A Flight through Space.
"We fly by night."—Macbeth.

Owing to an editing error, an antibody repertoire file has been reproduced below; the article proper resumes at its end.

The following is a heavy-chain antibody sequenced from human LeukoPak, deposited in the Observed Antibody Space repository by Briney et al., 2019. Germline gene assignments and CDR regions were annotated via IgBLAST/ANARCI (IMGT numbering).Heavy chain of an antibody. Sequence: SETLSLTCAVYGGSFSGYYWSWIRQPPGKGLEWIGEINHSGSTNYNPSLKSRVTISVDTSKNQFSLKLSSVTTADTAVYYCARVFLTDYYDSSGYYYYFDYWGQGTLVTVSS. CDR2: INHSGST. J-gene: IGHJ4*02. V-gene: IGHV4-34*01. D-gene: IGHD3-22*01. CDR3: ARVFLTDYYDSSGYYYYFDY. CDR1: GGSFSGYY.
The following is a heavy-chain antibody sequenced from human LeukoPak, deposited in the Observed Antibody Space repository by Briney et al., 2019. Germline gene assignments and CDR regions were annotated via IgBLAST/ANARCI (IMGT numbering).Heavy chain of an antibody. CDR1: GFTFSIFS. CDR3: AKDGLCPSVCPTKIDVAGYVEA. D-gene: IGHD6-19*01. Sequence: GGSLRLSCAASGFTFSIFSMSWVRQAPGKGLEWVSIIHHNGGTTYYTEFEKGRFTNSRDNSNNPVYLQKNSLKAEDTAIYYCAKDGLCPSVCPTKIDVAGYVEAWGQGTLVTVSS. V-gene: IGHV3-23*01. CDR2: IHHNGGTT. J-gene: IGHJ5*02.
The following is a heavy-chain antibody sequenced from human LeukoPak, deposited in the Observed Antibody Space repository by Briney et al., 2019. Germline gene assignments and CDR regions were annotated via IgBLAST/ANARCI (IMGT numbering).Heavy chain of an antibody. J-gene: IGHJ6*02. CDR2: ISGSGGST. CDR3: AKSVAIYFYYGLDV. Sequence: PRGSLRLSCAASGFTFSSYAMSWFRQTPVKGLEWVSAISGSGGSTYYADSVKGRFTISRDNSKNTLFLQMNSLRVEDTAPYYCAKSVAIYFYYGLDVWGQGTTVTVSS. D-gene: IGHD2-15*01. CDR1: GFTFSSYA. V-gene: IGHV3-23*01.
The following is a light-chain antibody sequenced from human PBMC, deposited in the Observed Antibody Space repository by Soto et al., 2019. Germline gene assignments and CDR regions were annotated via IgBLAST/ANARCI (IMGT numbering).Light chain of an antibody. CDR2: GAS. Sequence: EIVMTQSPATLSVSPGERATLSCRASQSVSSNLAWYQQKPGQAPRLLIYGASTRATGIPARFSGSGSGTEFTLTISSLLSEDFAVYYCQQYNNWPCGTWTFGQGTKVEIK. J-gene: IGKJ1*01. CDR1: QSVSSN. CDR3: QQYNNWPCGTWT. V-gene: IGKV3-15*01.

Let us take our station, on a clear evening, in some wide, open plain, and gaze upward and around on the star-spangled heavens that shroud and reveal—reveal and shroud—the unfathomable mystery of the Infinite and Eternal. Though from the spot we occupy in space we can see only a small portion of the visible universe, yet even with the naked eye we behold a multitude of bright luminaries. As we continue to watch them we find that the immense majority of them shine with a twinkling light, and retain the same relative position to each other, whilst the remainder, very few in number, shed a steady light, and change their places continually, returning at given periods in the same path. We are thus led to divide the heavenly bodies within the sphere of our perception into two principal classes or systems—the sidereal—as we will call it here, for convenience' sake—and the planetary. The stars belonging to the former are popularly called fixed stars, although this term, in its strictest acceptation, must be held not to be